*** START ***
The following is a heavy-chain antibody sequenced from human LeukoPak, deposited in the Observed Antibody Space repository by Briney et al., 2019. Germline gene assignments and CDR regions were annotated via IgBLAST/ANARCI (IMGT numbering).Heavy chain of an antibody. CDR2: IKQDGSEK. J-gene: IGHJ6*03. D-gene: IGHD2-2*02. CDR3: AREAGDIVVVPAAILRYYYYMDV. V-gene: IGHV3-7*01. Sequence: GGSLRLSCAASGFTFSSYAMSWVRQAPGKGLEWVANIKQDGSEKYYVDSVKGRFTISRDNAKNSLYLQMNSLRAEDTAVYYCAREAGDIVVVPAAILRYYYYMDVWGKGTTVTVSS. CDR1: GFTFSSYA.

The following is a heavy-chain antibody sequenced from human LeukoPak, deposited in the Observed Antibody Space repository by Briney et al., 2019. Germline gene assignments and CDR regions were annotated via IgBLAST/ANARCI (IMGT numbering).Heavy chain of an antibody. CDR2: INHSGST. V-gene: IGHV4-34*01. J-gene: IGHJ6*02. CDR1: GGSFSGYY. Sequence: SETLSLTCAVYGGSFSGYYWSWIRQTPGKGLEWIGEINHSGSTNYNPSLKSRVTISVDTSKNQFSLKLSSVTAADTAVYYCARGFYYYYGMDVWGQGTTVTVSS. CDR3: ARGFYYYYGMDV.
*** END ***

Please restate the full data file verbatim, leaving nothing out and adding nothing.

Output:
The following is a heavy-chain antibody sequenced from human LeukoPak, deposited in the Observed Antibody Space repository by Briney et al., 2019. Germline gene assignments and CDR regions were annotated via IgBLAST/ANARCI (IMGT numbering).Heavy chain of an antibody. CDR2: IKQDGSEK. J-gene: IGHJ6*03. D-gene: IGHD2-2*02. CDR3: AREAGDIVVVPAAILRYYYYMDV. V-gene: IGHV3-7*01. Sequence: GGSLRLSCAASGFTFSSYAMSWVRQAPGKGLEWVANIKQDGSEKYYVDSVKGRFTISRDNAKNSLYLQMNSLRAEDTAVYYCAREAGDIVVVPAAILRYYYYMDVWGKGTTVTVSS. CDR1: GFTFSSYA.

The following is a heavy-chain antibody sequenced from human LeukoPak, deposited in the Observed Antibody Space repository by Briney et al., 2019. Germline gene assignments and CDR regions were annotated via IgBLAST/ANARCI (IMGT numbering).Heavy chain of an antibody. CDR2: INHSGST. V-gene: IGHV4-34*01. J-gene: IGHJ6*02. CDR1: GGSFSGYY. Sequence: SETLSLTCAVYGGSFSGYYWSWIRQTPGKGLEWIGEINHSGSTNYNPSLKSRVTISVDTSKNQFSLKLSSVTAADTAVYYCARGFYYYYGMDVWGQGTTVTVSS. CDR3: ARGFYYYYGMDV.